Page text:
One sure sign of the need for a reality check in the immigration debate is the number of politicians and policies claiming to serve the interests of a national “Latino community.” That “community” — as a single entity — is a myth. All 55 million Latinos can’t be reduced to a single-issue interest group. Such reductionism allows Washington to hijack “Latinos” for its own purposes. It allows the media to entertain the absurd notion that throngs of mestizo Mexican Americans from California will one day help carry a white Cuban U.S. senator from Florida to the White House because they’re all Latino. It enables the Republican Party to think that supporting immigration reform is enough of a solution to having become a de facto white race party.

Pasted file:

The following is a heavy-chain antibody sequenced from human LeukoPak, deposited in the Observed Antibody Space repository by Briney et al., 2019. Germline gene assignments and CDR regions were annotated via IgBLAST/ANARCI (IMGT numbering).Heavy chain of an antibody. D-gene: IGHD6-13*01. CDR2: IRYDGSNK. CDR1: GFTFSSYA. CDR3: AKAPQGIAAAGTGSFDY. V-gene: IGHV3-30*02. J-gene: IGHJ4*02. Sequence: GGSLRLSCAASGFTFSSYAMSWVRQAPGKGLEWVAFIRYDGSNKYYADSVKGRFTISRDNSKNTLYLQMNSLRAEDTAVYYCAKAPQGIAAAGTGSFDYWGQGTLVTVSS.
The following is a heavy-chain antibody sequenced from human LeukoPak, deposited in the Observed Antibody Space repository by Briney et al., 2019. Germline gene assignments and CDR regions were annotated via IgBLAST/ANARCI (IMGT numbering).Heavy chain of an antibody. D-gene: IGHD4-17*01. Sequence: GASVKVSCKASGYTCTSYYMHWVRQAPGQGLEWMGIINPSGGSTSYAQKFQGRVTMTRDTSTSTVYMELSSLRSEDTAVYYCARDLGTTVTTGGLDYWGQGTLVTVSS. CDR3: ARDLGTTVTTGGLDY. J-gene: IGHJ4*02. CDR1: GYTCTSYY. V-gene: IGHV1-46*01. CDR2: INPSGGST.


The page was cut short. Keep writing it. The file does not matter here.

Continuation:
As a result, the party technocrats wanted to give us, Mexican-Americans, a white Cuban from Florida as token for Latino Mexican-Americans in the Southwest, and a young image of Latino that does not look too brown so the older white base will not be too afraid; but both the older white base and Latinos did not embrace this false manufactured “inclusiveness” image. The party manufactured a “Latino” images that was to be sold to the millions of Mexican-Americans Latinos in the southwest. But that plan has failed, and Trump and Ted Cruz opted to capitalize on fear and anti-immigrant anti-Mexican feeling within the party, a 180 degree turn from George W. Bush message to Mexican immigrants and native Mexican-Americans in the southwest.
The party bosses within the GOP still do not want Mexican-Americans talking about their cultural experience and like to pretend we have always been treated as “equal” so they create this superficial “Hispanic” label to de-emphasize our history, and instead appealing our heritage and history, they bring “Hispanics” from other states like Florida to show that party is inclusive with all “Hispanics”, including Mexicans.